capture the moment
Christo – behold, here then gone
create the moment
Looking at the google, it was in 1983 that I first became aware of the artist Christo, who died on May 30th.
That was when he created Surrounded Islands, in Biscayne Bay, Greater Miami, Florida.
At the time I thought, what a nut.
But I also had an apreciation for the nut who could sell such a thing.
It wasn’t until much later that I learned that Christo was actually Christo and Jeanne-Claude.
It was the team of Christo and his wife that created these works of art.
I also learned much later that they did not seek or accept government grants or funding for their projects.
All their projects were self funded through the sale of their other art.
I had to admire the couple.
Much of their art involved years of working out details with government agencies.
My Brother-in-Law Bob is a top shelf property developer.
I asked him once what was the secret to Richard Daley and Chicago.
Bob said you had one meeting.
If Daley said yes, there was no need for other meetings.
The opposite was also true in that if he said no, there was no need for another meeting.
Bob recounted had to took 17 zoning board meetings to put a K Mart in Livonia, Michigan.
So here are these local and federal government agencies.
Here comes Christo and Jeanne-Claude and they want to set up a cloth wall running for 25 miles across multiple jurisdictions.
Or they want to set up umbrellas along the coast of Japan and California.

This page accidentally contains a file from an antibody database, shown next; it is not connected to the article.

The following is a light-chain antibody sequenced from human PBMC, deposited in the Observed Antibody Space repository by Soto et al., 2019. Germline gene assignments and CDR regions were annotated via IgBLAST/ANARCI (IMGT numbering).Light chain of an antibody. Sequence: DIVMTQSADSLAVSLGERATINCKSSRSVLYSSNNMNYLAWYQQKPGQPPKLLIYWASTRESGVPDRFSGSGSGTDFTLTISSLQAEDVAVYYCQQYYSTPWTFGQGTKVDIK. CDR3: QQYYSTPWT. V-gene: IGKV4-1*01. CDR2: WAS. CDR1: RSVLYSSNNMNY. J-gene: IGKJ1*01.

Or they want to wrap islands in pink.
Or drape buildings in gray.
There was no Mayor Daley for art.
And yet somehow they pulled it off.
There weren’t making art for the ages but art for the moment.
Sometimes setting up a project for a few weeks.
Sometimes arguing with police to let a project blocking a road stay up for a few hours.
But taking years to develop and plan this projects.
I didn’t begin to really enjoy Christo’s work until I had a Christo moment.
Back in the late 1990’s I worked at Zondervan Publishing in Grand Rapids, Michigan.
Zondervan had an art department to design the covers of the books they published.
Part of the Art Department equipment was a state of the art thermal transfer color printer.
This printer was one of the first color printers I had ever seen.
Instead of ink, the colors came in these long rolls of thick transparent plastic, much like plastic cling wrap, but thicker.
This ink roll was probably about 1000 feet long.
After each roll was used up, it would be replaced and the old roll tossed in the trash.
I happened to be in the art area one day and I noticed one these in the trash.
The art area being a corner building where at least three columns of Steelcase office cubicles came together from the the left and right.
A 1000 foot rolled up transparent rainbow of plastic wrap.
The last 3 or 4 feet was loose in the trash barrel.
I probably thought about my next move for at least, well, one second before I grabbed the old roll out of the trash.
I took the loose end and looped it several times around the handle of drawer.
I the plastic by its ends loosely in my fingers so it would unroll.
Then I took off running down the aisles and rows of cubicles yelling CHRISTO CHRISTO.
Back and forth and around I went with the rainbow row of color plastic trailing behind me.
Soon I had wrapped the cubicles on an entire side of the building with a wide ribbon of red, yellow and blues.
No wonder Christo did these crazy things.
The Art Department went along with it.
The Editorial Department put up with it.
The Sales Department got out their scissors.
It didn’t last long.
It was before everyone had cell phone cameras so no photos exist.
It was a moment.
It was wonderful.
I take this moment to remember Christo and Jeanne-Claude.
A moment to remember and to say thank you.